having been of service to others conveys a feeling which only Shake. speare can express : 'It comes over the heart as soft music does over

the ear,


· Like the sweet south

That breathes upon a bank of violets.'' Even considered in that point of view in which alone these volumes inspire interest, that is, as a collection of curious and entertaining anecdotes, we cannot bestow upon them unqualified praise. That the author bas read many books, consulted a great number of authorities, and brought together a great quantity of information, we readily admit, but it is equally evident that he has not taken time to select, digest, and compress what is said. Even in the anecdotes there is little attempt to separate what is apocryphal or traditional, from what is matter of authentic history; in one case we observe that the very same anecdote is told of two individuals, namely of Abernethy and Sir Richard Jebb; while the most thread-bare and oft-repeated stories, instead of being merely adverted to as well known to every body, are related with as much circumstantiality and diffuseness as if they were now given to the public for the first time. We will not be, however, so ungrateful as to deny that, considered as a collection of anecdotes and personal incidents, the volumes have afforded

some entertainment, and if these portions of them had been compressed and published in one volume of moderate size, we think we might have predicted for it a considerable sale.

Having spoken so fully and so freely of our author's faultsthough neither more freely nor more fully than our convictions of what is due to critical honesty force us to do - we think it but just to furnish our readers with a few specimens of the more amusing matters which he has collected togother.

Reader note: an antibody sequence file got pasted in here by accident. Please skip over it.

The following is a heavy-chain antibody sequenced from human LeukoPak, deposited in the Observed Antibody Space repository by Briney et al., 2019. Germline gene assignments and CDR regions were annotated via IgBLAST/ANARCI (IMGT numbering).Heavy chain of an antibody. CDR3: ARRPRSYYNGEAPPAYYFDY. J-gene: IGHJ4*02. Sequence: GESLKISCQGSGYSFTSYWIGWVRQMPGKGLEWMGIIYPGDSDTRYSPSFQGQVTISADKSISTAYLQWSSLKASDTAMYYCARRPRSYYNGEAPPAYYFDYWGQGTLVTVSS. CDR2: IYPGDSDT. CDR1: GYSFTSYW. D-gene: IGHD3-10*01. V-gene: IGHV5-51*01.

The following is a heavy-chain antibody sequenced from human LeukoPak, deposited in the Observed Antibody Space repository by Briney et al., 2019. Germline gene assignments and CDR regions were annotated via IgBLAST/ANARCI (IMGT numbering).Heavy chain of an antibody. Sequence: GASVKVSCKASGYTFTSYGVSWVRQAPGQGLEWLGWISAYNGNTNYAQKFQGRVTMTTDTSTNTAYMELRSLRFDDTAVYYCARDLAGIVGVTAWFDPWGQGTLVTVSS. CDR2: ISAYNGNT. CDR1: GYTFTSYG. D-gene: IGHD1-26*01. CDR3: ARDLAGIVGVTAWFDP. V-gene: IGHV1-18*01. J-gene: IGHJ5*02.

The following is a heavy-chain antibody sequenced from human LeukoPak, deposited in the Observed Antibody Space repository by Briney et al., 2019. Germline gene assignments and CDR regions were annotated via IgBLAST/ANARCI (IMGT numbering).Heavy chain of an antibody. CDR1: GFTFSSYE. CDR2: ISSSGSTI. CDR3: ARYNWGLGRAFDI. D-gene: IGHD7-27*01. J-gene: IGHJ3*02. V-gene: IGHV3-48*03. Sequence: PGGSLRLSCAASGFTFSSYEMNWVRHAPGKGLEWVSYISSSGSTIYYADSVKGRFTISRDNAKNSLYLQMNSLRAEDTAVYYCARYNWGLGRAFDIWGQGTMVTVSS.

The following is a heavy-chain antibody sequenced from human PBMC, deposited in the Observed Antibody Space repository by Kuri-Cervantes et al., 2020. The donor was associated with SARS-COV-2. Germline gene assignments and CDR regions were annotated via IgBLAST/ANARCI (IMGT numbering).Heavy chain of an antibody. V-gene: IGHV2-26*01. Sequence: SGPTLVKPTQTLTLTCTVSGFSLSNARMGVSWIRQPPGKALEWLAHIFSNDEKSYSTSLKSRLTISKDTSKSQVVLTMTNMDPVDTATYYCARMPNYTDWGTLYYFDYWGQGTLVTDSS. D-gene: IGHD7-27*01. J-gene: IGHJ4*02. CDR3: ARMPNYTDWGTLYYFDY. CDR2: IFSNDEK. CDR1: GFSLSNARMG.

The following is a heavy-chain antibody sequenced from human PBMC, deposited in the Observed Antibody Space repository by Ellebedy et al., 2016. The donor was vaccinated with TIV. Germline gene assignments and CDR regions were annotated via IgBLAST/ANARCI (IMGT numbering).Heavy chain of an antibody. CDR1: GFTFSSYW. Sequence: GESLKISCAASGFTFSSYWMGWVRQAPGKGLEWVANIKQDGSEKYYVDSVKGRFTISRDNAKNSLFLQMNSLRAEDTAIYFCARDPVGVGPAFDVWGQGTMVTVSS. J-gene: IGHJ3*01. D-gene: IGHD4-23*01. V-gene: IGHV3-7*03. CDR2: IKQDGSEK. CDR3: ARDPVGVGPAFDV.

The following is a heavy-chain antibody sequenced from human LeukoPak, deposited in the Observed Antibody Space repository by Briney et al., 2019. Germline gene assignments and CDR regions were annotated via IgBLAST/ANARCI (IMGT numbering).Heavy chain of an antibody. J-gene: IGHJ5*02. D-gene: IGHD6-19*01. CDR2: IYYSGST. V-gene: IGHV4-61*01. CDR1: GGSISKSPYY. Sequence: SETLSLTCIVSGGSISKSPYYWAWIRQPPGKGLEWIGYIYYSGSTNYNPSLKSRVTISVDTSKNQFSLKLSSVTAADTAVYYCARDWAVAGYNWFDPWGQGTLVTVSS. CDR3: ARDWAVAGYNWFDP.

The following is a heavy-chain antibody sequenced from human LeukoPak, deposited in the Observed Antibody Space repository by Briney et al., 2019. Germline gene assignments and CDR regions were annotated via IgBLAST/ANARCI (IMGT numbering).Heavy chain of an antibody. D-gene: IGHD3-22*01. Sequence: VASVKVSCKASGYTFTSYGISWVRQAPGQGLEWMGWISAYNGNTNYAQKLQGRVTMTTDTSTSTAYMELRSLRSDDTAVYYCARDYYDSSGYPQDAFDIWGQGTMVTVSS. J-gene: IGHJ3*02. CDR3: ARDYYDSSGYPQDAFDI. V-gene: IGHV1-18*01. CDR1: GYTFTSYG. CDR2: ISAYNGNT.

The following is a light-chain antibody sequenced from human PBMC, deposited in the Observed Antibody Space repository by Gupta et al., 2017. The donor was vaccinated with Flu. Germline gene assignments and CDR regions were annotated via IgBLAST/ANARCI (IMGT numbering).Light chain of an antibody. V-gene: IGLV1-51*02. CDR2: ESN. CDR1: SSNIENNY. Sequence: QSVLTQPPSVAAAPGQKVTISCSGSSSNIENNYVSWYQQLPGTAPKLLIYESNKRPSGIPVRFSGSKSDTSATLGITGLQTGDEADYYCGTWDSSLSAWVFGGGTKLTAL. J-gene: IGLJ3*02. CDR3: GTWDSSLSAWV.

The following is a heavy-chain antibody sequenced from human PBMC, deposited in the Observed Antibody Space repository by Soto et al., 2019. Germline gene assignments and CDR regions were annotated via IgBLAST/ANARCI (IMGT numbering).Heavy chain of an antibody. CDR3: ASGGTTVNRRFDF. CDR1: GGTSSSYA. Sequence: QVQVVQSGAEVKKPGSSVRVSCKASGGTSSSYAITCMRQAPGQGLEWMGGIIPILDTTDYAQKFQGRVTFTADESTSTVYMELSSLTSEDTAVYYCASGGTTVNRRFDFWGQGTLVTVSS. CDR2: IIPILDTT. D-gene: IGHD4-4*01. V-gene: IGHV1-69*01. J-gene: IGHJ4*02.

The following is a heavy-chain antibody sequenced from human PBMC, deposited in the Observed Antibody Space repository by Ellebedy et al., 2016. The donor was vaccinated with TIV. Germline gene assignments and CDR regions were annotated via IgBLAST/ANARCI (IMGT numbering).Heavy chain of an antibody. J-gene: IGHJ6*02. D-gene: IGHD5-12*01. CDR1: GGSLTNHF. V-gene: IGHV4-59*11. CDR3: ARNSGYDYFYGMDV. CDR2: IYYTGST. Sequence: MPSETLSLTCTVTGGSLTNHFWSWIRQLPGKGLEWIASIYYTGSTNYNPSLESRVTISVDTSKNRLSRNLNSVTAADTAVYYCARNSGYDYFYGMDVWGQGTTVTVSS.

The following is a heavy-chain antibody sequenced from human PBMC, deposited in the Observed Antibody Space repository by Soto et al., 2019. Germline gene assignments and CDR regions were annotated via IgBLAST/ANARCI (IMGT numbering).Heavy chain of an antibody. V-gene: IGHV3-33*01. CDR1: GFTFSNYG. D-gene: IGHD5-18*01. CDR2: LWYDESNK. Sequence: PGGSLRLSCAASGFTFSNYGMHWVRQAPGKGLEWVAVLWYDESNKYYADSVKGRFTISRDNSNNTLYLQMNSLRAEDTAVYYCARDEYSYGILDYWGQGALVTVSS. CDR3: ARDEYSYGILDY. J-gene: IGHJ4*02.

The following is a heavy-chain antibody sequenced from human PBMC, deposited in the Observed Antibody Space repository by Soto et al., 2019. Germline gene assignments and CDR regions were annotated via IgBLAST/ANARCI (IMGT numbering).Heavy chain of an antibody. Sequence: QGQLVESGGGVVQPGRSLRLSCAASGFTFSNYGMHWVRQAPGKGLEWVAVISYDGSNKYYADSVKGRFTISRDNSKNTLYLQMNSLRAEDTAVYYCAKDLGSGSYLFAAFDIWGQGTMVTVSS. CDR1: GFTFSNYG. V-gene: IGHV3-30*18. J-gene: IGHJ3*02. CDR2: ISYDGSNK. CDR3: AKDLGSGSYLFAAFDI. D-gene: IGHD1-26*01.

In our selection of anecdotes we shall choose not always those which are the most amusing, as these have been often related before, but those which are the least hackneyed. Take the following of the celebrated Dr. Mead.

• Mead dabbled considerably in the stocks. One day prior to his visiting his patients, he received intelligence that the stocks had suddenly fallen. At this moment he was sent for, in a great hurry, to visit a lady who was represented to be very ill. Having considerable property in the funds, the news made so strong an impression upon his mind, that, whilst he was feeling the patient's pulse, he exclaimed, • Mercy upon me, how they fall ! lower! lower ! lower!' The lady, in alarm flew to the bell, crying out, 'I am dying! Dr. Mead says, my pulse gets lower and lower; so that it is impossible I should live!'

You are dreaming, Madam,' replied the physician, rousing himself from his reverie, Your pulse is very good, and nothing ails you : it was the stocks I was talking of.''-Vol. ii. pp. 15, 16.